Album Review: Alan Jackson – ‘Thirty Miles West’
June 12, 2012
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Listening to a new Alan Jackson album is much like watching a John Wayne movie; one pretty much knows what to expect and there are very seldom any big surprises, yet when it’s over, one usually feels satisfied and fully entertained. His latest effort, Thirty Miles West, is his first release on his own imprint, through a new arrangement with EMI Nashville. Despite the label change, the album’s content is still very much in the same vein as most of his Arista albums. Longtime collaborator Keith Stegall is once again in the producer’s chair.
Radio seems to have cooled towards Jackson lately; aside from his guest appearance on the Zac Brown Band’s #1 hit “As She’s Walking Away”, he hasn’t scored a Top 10 hit in three years, and the first of Thirty Miles West’s two advance singles, the self-penned “Long Way To Go”, failed to reach the Top 20. A catchy, fun, if somewhat unoriginal Jimmy Buffett-style summertime song, it deserved to chart higher than its #24 peak. The current single “So You Don’t Have To Love Me Anymore” currently sits at #26. It is a very nice break-up ballad written by Adam Wright and Jay Knowles, in which the male protagonist graciously offers to take the blame for the relationship’s failure.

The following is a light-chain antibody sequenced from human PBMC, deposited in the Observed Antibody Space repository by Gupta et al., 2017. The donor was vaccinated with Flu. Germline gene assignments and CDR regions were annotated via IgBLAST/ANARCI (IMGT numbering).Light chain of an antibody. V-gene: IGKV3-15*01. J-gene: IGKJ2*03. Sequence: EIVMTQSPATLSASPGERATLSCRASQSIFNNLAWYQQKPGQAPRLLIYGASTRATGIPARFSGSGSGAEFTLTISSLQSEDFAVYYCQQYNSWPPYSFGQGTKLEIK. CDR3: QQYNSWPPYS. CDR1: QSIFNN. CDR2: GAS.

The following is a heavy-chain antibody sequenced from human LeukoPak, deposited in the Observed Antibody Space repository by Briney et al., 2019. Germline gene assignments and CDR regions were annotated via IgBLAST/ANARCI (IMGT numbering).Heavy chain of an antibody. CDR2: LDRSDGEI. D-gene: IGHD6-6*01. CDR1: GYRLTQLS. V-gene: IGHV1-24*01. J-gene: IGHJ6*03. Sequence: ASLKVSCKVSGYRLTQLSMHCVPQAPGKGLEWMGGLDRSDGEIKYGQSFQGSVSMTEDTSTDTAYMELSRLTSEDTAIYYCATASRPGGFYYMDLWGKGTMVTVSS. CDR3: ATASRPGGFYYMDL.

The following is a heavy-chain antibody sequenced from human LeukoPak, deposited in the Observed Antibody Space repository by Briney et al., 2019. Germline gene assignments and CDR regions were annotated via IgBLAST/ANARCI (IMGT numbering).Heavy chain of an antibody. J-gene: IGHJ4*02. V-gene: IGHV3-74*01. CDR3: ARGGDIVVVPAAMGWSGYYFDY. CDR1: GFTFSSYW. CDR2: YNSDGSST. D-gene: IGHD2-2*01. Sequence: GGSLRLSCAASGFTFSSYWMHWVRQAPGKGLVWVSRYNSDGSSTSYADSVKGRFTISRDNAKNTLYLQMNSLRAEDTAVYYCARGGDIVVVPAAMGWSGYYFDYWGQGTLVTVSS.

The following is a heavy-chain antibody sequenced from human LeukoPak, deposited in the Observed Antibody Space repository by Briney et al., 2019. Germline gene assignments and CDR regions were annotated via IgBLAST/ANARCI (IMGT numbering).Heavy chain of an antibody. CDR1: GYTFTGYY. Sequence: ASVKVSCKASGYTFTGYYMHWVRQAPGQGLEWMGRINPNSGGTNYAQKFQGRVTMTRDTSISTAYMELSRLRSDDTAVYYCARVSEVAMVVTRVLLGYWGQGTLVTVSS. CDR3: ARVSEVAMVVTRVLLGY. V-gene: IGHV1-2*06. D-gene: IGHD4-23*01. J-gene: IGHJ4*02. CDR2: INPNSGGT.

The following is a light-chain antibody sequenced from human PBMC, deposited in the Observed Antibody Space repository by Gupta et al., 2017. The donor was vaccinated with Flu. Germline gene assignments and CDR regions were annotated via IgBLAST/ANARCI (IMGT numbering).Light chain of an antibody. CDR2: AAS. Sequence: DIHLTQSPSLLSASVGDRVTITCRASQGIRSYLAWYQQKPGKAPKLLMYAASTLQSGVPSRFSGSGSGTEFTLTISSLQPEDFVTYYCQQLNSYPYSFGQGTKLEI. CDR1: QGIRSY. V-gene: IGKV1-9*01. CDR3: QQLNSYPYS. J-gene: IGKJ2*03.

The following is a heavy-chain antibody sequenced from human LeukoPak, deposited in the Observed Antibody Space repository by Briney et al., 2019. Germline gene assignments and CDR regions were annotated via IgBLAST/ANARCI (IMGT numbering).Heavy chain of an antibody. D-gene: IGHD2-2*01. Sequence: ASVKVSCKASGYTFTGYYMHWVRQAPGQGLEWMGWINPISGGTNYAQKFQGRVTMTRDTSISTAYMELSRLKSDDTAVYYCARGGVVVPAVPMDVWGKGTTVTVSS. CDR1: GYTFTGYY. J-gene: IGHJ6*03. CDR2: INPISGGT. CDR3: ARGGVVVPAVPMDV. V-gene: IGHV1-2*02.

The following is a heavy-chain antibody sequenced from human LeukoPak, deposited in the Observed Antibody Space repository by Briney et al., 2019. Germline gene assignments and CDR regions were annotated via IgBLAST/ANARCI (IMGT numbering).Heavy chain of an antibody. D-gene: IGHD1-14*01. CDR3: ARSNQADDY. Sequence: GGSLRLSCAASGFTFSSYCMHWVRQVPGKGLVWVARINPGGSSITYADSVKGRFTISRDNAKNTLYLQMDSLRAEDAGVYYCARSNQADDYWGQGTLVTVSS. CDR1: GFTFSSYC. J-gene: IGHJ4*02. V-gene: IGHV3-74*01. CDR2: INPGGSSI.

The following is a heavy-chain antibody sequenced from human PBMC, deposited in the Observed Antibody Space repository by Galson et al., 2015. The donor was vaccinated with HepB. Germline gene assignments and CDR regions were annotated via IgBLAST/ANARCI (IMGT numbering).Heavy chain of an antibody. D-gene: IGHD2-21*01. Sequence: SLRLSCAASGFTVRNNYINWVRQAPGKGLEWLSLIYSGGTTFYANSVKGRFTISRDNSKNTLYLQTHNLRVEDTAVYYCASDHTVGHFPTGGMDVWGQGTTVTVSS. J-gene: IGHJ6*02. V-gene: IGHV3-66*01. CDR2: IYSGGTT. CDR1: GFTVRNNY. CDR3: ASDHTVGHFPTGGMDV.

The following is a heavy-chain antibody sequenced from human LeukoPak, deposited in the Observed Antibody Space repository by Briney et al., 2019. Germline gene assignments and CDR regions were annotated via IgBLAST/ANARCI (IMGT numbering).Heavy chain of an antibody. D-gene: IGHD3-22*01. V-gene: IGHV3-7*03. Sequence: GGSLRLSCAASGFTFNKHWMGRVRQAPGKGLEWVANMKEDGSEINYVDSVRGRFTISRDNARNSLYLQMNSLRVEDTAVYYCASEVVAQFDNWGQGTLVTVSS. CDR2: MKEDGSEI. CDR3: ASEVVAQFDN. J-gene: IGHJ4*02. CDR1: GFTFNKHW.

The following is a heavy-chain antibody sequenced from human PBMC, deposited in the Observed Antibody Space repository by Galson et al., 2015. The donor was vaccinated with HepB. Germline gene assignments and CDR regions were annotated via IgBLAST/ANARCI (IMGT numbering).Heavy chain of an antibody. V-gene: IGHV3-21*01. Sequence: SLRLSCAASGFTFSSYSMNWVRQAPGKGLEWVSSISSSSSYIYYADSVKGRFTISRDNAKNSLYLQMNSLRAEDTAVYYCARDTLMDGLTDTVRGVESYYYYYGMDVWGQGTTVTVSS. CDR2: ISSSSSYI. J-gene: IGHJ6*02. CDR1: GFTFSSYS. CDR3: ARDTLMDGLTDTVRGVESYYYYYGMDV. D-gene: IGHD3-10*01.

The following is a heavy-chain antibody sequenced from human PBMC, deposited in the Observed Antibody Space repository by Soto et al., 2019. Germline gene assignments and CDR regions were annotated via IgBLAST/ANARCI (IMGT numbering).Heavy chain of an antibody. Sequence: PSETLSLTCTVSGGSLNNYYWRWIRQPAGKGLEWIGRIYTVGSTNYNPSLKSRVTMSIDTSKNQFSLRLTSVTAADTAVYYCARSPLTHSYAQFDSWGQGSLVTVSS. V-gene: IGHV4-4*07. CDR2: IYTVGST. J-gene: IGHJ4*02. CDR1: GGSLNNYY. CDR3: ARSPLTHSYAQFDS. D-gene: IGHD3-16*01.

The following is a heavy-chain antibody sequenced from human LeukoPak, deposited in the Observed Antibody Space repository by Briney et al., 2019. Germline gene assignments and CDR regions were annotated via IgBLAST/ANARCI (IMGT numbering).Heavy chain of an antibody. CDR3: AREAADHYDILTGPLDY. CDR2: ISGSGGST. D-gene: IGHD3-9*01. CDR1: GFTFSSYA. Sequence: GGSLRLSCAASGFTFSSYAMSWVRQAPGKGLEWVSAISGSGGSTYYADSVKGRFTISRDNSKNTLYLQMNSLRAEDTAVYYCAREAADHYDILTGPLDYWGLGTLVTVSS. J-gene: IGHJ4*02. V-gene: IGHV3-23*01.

One of my favorite tracks is the energetic bluegrass-tinged “Dixie Highway”, which features a guest appearance by Zac Brown. It’s the best of the six songs that Alan wrote for the album. At nearly seven and a half minutes, it is too long to be a single, though a heavily edited version might eventually be released to radio. I also quite “Life Keeps Bringing Me Down”, which is a real toe-tapper and not a mournful ballad as the title suggests.
The album does contain a few missteps; Alan’s compositions “Everything But The Wings” and “Look Her In The Eyes and Lie” aren’t quite up to his usual standard. Likewise, “She Don’t Get High” — which despite its title isn’t about a recovering addict — is a bit pedestrian; however, it is just middle-of-the-road enough that it might have a shot at being well received at radio.
There are no great artistic stretches here; Jackson remains fully within his comfort zone for the entire album. However, it is a solid and entertaining album that holds its own against Alan’s impressive back catalog. Sometimes that’s all that the listener wants, especially in an era in which country music is increasingly overwhelmed by over-the-top pop and rock. It remains to be seen if Thirty Miles West can revive Alan’s radio career, but even if it does not, it is one of this year’s better efforts and is worth buying.